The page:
Over the last decades, the prevalence of respiratory diseases, especially asthma and allergies, has increased considerably, especially in industrialized countries. [19],[20] The etiology of respiratory diseases is multifactorial and includes, among others, interactions between genetic predisposition and environmental factors. [21] The environmental dynamics, characterized by climate change, qualitative and quantitative aspects of chemical air pollution and airborne pollens, may partially explain the increased incidence of respiratory symptoms and respiratory diseases during the last years. [22]

  Asthma and the emergency department Top

Asthma is one of the most common chronic pediatric diseases. Patients with asthma often present to the emergency department for treatment for acute exacerbations. These patients may not have a primary care physician or primary care home and thus are seeking care in the emergency department. [23] Asthma care in the emergency department is multifaceted to treat patients with asthma appropriately and provide quality care. National and international guidelines exist to help drive clinical care. Treatment of patients with asthma should include the acute exacerbation, long-term management of controller medications, and controlling triggers in the home environment. The current state of asthma research in emergency medicine in the US was discussed some of the resources being used to help provide a medical home and improve care for patients who suffer from acute asthma exacerbations. [23]

Many children with asthma are repeatedly exposed to asthma and allergy triggers in their environments that exacerbate their asthma symptoms. This includes exposure to poor air quality (tobacco smoke exposure) [24] traffic-related air pollution, [25] animal dander, dust mites, mold, and a lack of air-conditioning. Many of these environmental factors, as well as the weather fluctuations of temperature and humidity exist. [26]

  Conclusion Top

This review has highlighted environmental health issues, air pollution related to traffic, physical, and chemical factors, PM, adverse neurological outcomes, two important cytokines, tobacco smoke, perinatal outcomes, and the emergency department related to asthma, exacerbations, environmental allergens, animal dander, dust mites, mold, lack of air-conditioning, and weather fluctuations of temperature and humidity.

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Conflicts of interest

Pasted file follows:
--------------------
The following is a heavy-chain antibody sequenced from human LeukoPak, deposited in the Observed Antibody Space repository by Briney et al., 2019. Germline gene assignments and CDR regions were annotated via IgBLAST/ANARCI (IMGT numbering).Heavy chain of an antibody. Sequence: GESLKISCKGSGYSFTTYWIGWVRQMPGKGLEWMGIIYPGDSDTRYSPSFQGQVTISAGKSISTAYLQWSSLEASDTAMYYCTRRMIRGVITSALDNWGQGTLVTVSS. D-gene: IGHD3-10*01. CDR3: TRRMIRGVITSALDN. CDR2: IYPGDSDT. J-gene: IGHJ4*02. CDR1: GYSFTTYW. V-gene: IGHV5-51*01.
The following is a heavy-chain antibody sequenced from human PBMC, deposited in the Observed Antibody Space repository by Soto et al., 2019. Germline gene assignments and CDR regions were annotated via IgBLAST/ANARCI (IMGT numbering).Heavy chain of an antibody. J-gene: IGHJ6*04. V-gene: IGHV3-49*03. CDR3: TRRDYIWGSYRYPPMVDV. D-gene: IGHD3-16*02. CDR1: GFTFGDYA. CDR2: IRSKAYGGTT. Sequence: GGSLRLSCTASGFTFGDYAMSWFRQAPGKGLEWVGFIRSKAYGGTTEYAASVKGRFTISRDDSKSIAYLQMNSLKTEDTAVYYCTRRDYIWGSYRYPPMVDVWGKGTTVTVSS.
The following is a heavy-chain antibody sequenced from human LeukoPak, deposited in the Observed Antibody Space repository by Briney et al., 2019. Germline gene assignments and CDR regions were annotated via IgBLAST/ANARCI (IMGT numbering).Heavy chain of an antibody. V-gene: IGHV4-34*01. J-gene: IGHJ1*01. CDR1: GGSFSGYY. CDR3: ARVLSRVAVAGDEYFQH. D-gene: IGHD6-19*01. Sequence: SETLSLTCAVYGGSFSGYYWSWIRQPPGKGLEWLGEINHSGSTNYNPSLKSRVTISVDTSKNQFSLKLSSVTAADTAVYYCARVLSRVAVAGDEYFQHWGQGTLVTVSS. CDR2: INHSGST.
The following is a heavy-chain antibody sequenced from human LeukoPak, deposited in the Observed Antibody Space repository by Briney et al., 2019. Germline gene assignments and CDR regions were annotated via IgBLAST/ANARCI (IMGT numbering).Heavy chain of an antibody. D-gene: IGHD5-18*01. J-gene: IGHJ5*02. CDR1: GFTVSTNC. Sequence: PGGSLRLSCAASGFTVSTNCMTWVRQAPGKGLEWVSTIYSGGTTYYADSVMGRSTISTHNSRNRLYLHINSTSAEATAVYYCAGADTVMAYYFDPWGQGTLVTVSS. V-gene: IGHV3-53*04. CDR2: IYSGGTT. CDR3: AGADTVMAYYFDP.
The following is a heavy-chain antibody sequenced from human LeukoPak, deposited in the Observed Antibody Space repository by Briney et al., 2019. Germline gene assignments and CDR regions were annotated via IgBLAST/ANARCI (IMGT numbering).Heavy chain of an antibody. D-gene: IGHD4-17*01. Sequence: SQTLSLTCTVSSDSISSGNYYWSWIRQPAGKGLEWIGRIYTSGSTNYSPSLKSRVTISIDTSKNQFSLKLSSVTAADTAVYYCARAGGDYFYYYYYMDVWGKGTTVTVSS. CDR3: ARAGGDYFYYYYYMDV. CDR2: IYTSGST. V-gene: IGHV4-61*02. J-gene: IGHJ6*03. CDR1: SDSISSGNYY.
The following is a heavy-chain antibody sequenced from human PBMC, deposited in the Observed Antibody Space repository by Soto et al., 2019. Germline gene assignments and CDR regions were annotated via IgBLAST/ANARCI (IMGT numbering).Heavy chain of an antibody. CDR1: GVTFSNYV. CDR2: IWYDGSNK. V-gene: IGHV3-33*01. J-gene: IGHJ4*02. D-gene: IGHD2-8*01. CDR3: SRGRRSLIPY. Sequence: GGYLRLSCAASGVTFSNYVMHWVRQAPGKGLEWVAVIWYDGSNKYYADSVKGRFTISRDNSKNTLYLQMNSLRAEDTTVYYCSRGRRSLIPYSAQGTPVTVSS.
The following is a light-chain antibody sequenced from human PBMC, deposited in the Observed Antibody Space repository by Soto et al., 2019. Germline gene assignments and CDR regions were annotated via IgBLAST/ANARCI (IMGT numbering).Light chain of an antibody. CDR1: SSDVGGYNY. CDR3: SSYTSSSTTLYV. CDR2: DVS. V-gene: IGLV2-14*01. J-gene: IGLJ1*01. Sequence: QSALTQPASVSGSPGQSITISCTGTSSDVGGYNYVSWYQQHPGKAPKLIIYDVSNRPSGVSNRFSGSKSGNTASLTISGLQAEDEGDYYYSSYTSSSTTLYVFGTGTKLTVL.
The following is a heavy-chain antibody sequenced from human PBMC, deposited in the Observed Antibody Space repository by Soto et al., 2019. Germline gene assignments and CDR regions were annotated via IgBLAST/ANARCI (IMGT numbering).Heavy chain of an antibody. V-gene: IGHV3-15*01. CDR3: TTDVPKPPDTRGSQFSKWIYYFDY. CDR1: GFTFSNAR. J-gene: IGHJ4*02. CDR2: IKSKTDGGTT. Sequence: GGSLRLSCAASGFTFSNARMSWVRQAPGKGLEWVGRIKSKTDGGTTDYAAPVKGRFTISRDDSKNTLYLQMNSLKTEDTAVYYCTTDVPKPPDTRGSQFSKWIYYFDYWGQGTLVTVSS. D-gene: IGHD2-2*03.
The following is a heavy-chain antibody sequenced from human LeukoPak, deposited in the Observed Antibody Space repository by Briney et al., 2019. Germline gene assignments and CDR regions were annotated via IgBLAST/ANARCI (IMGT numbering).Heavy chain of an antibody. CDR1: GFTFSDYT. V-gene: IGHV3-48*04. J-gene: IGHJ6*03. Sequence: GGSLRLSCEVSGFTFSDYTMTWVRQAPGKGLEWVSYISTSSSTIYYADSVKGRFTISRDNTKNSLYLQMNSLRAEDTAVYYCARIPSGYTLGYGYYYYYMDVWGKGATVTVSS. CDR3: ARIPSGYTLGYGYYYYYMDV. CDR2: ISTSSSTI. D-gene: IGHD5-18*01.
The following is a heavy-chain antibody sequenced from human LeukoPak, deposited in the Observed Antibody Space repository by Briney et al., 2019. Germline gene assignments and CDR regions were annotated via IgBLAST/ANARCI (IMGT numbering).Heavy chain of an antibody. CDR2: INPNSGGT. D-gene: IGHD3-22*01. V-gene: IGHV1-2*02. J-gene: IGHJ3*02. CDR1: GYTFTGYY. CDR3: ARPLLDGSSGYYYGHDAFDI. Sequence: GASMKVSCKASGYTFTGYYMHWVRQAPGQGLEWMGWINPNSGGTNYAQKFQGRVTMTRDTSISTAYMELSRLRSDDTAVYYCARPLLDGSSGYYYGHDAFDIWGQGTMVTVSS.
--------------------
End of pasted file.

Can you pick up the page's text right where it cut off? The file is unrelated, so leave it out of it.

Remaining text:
There are no conflicts of interest.

  References Top

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Bernstein JA, Alexis N, Barnes C, Bernstein IL, Bernstein JA, Nel A, et al. Health effects of air pollution. J Allergy Clin Immunol 2004;114:1116-23.  Back to cited text no. 3
Dockery DW. Epidemiologic evidence of cardiovascular effects of particulate air pollution. Environ Health Perspect 2001;109 Suppl 4:483-6.  Back to cited text no. 4
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Xu X, Sharma RK, Talbott EO, Zborowski JV, Rager J, Arena VC, et al. PM10 air pollution exposure during pregnancy and term low birth weight in Allegheny County, PA, 1994-2000. Int Arch Occup Environ Health 2011;84:251-7.  Back to cited text no. 7
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Choi H, Rauh V, Garfinkel R, Tu Y, Perera FP. Prenatal exposure to airborne polycyclic aromatic hydrocarbons and risk of intrauterine growth restriction. Environ Health Perspect 2008;116:658-65.  Back to cited text no. 12
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Tétreault LF, Doucet M, Gamache P, Fournier M, Brand A, Kosatsky T, et al. Severe and moderate asthma exacerbations in asthmatic children and exposure to ambient air pollutants. Int J Environ Res Public Health 2016;13. pii: E771.  Back to cited text no. 14
Ashley-Martin J, Lavigne E, Arbuckle TE, Johnson M, Hystad P, Crouse DL, et al. Air pollution during pregnancy and cord blood immune system biomarkers. J Occup Environ Med 2016;58:979-86.  Back to cited text no. 15
Ashley-Martin J, Dodds L, Arbuckle TE, Levy AR, Platt RW, Marshall JS. Predictors of interleukin-33 and thymic stromal lymphopoietin levels in cord blood. Pediatr Allergy Immunol 2015;26:161-7.  Back to cited text no. 16
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Bono R, Romanazzi V, Bellisario V, Tassinari R, Trucco G, Urbino A, et al. Air pollution, aeroallergens and admissions to pediatric emergency room for respiratory reasons in Turin, Northwestern Italy. BMC Public Health 2016;16:722.  Back to cited text no. 18
Asher MI, Montefort S, Björkstén B, Lai CK, Strachan DP, Weiland SK, et al. Worldwide time trends in the prevalence of symptoms of asthma, allergic rhinoconjunctivitis, and eczema in childhood: ISAAC Phases One and Three repeat multicountry cross-sectional surveys. Lancet 2006;368:733-43.  Back to cited text no. 19